I owe my flair for the arts to my mother who would sneak me off to organ, piano and ballet lessons, visual arts, speech and drama (with the Trinity College London). This love of the arts stayed with me, and I ended up studying Graphic Design and Advertising in College.


My lecturer was an award-winning Creative Director (Boyd Anderson) who encouraged me to explore the different aspects of the creative industry. “Learn from the bottom, be the best gofer in all areas until I find my calling.” During that time, all I wanted was to learn everything I could to find what I’m good at. No job was too small and any position with an “assistant” in the title, I applied for.


He was right, and I did find my calling - I realised that I wanted to work on and be part of a long form media, be it a feature film or TV series.


So I worked as a freelance P.A., wardrobe assistant, photography assistant, backstage fashion assistant, sound assistant, studio assistant, assistant to the Director, assistant to the 1st A.D., then an A.D. and assistant producer.


I’ve been involved in advertising, feature films, fashion shows, photography, recording studios, the music industry, comedy for TV, current affairs and documentaries.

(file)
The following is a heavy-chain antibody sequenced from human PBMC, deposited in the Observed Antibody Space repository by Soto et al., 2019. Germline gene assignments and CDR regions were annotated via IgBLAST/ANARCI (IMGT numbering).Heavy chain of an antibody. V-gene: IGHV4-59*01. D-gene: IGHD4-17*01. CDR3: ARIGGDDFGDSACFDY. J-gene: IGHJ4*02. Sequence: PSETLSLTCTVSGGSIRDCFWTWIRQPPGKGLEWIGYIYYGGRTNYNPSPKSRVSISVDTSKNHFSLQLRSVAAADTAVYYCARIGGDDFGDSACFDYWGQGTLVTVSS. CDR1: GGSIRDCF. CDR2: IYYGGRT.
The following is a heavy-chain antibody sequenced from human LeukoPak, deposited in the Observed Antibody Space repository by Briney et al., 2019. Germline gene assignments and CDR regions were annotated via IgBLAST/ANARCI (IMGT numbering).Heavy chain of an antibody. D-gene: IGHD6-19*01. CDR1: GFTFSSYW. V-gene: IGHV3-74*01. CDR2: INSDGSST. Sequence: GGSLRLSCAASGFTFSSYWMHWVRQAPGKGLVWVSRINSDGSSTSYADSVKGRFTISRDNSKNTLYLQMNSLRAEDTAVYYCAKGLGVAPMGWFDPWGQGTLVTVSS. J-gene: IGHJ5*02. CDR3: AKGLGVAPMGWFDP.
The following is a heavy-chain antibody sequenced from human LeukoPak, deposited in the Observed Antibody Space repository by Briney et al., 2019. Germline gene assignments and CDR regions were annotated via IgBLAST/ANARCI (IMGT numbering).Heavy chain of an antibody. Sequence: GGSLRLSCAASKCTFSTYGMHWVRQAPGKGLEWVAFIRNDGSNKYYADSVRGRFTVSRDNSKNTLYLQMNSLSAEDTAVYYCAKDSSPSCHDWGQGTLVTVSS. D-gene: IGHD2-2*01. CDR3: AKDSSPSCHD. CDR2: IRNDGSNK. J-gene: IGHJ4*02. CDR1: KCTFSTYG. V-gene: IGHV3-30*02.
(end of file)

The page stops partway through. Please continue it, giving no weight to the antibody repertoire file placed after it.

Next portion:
I feel that I’m still learning today with every new project we undertake, and that’s a good thing.





The program has universal qualities to it, in terms of topics, aesthetics… It also conveys a sense of relaxed open-mindedness… Which in turn hints that Singapore must be a cultural crossroads. What do these impressions inspire you?


Bratina & Esan: Singapore is known as a cultural melting pot (where else in the world can you find an Indian Temple, a Chinese Temple, a Church and a Mosque within walking distance of each other). We are also a relatively young nation, so we are ever-evolving.